The issue will be on EU leaders' agenda on Friday morning, and one question will be whether they think that enough progress has been made on Ireland.

"Ireland first," European Council president Donald Tusk warned earlier this month. "Let's see what the Irish say," the EU official noted on Monday.

"We need to get on with this now," Davis said about the trade talks, adding that he wanted the future deal to be the "most comprehensive and most effective ever".



It will be "considerable work," Barnier retorted, in another show of the two men's - and the two sides - different approach to what remains to be done.

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The UK prime minister's third speech on Brexit was the clearest yet on what she wants after Brexit, but still lacked new ideas on resolving some differences, especially on Northern Ireland.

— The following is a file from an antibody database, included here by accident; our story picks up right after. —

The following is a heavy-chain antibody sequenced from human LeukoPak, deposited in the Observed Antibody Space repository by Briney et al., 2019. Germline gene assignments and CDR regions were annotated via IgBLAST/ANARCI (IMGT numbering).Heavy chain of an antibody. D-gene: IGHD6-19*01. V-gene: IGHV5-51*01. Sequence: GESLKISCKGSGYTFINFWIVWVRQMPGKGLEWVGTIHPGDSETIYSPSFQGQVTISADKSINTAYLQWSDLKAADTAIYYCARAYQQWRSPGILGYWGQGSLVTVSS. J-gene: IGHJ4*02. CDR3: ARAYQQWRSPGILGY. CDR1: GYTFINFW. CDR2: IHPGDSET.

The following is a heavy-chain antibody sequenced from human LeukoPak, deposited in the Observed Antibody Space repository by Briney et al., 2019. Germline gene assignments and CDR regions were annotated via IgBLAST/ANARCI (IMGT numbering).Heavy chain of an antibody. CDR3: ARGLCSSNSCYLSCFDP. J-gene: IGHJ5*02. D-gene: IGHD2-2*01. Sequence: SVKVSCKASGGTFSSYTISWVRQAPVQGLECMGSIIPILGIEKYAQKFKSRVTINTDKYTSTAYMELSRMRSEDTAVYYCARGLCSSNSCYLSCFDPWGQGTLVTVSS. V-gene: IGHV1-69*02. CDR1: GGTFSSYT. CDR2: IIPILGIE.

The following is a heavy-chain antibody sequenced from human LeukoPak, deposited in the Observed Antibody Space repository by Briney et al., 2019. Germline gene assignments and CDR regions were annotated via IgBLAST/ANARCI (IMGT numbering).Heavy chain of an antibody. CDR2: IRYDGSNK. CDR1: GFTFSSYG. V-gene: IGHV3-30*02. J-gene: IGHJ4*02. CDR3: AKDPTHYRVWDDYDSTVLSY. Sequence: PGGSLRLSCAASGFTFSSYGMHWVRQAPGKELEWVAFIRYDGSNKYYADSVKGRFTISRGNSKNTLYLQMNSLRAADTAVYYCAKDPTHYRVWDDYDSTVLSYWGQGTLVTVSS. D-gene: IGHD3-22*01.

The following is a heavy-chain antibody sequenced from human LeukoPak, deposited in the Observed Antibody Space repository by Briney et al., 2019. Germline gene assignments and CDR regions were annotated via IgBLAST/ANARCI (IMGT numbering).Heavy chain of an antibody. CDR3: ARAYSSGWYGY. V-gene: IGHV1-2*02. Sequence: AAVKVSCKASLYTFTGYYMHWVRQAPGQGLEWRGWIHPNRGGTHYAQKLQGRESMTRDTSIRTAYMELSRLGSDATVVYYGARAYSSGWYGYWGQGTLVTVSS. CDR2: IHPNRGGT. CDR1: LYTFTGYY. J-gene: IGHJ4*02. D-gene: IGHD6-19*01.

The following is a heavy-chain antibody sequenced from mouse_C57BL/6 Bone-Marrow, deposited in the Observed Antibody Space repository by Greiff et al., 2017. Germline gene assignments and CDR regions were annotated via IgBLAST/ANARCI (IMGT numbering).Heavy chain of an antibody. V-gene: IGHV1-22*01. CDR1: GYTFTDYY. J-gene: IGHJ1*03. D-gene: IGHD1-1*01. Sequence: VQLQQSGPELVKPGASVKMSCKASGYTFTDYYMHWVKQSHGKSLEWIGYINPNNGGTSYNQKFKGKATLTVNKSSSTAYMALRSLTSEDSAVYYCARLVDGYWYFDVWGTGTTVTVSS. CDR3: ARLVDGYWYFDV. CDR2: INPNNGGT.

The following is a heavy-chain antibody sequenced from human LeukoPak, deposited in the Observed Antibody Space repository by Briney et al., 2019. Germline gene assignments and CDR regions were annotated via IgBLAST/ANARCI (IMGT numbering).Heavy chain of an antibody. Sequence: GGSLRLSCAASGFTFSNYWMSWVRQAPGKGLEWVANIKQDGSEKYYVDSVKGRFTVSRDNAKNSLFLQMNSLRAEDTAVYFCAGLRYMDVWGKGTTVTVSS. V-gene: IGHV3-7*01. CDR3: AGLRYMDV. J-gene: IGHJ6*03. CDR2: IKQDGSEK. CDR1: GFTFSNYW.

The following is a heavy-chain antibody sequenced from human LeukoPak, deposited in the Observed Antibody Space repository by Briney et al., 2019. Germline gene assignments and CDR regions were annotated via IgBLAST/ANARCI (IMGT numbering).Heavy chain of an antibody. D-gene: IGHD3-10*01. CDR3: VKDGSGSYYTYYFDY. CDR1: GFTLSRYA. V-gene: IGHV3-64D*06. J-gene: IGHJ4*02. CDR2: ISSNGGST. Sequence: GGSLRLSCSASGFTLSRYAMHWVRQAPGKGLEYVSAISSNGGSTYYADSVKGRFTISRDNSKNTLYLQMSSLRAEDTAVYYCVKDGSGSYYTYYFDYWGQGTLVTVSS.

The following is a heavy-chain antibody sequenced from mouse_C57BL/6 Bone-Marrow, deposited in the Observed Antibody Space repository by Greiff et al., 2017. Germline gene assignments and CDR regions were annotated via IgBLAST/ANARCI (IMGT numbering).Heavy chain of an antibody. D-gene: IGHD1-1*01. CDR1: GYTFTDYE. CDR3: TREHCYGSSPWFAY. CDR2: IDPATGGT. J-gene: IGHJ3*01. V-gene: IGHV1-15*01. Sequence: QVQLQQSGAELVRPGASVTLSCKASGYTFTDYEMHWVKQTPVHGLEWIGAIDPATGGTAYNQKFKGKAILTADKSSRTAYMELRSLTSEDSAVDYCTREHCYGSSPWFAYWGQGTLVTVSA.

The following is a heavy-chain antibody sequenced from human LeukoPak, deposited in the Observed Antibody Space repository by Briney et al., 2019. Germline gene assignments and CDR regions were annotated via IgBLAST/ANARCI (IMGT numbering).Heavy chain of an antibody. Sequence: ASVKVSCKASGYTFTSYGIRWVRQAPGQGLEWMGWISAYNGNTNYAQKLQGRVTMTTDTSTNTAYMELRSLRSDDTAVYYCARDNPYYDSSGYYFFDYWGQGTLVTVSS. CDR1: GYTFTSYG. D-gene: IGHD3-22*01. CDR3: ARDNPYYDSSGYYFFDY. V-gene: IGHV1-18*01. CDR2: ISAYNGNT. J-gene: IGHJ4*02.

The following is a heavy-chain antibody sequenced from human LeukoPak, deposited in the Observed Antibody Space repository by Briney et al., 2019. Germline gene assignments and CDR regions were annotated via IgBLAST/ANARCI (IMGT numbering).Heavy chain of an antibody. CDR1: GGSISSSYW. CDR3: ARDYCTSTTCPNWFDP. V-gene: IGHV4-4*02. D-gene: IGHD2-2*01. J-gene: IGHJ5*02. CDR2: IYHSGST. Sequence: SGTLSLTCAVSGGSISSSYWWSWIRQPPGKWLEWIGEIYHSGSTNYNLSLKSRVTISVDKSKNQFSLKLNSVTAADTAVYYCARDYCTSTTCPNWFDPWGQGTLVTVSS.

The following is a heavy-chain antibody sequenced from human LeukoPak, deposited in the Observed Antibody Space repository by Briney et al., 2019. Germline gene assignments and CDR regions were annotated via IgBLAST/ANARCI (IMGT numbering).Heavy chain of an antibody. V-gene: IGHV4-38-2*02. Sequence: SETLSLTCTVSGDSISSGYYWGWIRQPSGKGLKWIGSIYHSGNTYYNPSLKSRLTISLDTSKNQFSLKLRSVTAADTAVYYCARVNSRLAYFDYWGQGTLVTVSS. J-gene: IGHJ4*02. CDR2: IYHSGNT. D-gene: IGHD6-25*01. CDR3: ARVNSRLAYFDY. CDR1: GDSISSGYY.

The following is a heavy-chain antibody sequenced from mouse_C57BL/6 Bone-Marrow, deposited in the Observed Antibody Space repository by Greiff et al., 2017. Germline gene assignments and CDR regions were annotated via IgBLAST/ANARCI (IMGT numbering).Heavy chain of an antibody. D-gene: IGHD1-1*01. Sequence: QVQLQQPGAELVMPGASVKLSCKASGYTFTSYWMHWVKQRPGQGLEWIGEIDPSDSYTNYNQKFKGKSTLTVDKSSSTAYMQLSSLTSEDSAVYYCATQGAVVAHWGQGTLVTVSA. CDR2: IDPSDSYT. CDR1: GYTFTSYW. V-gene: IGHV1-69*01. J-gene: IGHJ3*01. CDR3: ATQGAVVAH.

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The British prime minister vowed to "deliver a Brexit that unites" the country, while 44 percent of the public thinks her policy is a "total shambles" but that the decision to leave the EU should be respected.

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The socialists in the European Parliament are leading compromise talks on human rights in Qatar despite voting against putting the issue to a plenary vote. The move comes after the Left demanded that the European Parliament take a stand.